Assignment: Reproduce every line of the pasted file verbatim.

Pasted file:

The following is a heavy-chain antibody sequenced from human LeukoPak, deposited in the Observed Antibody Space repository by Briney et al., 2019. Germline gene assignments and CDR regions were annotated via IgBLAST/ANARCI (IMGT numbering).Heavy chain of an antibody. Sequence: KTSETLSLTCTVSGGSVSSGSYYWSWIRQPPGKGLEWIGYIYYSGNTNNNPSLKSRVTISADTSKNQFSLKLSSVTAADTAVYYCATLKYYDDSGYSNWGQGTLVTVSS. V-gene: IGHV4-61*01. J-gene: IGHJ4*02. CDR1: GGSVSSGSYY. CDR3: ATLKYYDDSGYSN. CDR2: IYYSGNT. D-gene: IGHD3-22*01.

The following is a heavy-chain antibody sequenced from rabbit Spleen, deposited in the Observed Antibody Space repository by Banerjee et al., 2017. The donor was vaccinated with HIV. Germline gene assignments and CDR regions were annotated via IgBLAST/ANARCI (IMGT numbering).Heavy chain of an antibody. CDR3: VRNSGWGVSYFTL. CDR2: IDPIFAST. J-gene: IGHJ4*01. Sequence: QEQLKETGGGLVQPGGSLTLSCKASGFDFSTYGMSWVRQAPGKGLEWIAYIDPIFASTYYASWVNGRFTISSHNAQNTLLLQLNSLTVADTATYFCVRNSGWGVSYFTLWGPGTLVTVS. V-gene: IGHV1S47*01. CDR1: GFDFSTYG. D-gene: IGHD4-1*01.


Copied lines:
The following is a heavy-chain antibody sequenced from human LeukoPak, deposited in the Observed Antibody Space repository by Briney et al., 2019. Germline gene assignments and CDR regions were annotated via IgBLAST/ANARCI (IMGT numbering).Heavy chain of an antibody. Sequence: KTSETLSLTCTVSGGSVSSGSYYWSWIRQPPGKGLEWIGYIYYSGNTNNNPSLKSRVTISADTSKNQFSLKLSSVTAADTAVYYCATLKYYDDSGYSNWGQGTLVTVSS. V-gene: IGHV4-61*01. J-gene: IGHJ4*02. CDR1: GGSVSSGSYY. CDR3: ATLKYYDDSGYSN. CDR2: IYYSGNT. D-gene: IGHD3-22*01.

The following is a heavy-chain antibody sequenced from rabbit Spleen, deposited in the Observed Antibody Space repository by Banerjee et al., 2017. The donor was vaccinated with HIV. Germline gene assignments and CDR regions were annotated via IgBLAST/ANARCI (IMGT numbering).Heavy chain of an antibody. CDR3: VRNSGWGVSYFTL. CDR2: IDPIFAST. J-gene: IGHJ4*01. Sequence: QEQLKETGGGLVQPGGSLTLSCKASGFDFSTYGMSWVRQAPGKGLEWIAYIDPIFASTYYASWVNGRFTISSHNAQNTLLLQLNSLTVADTATYFCVRNSGWGVSYFTLWGPGTLVTVS. V-gene: IGHV1S47*01. CDR1: GFDFSTYG. D-gene: IGHD4-1*01.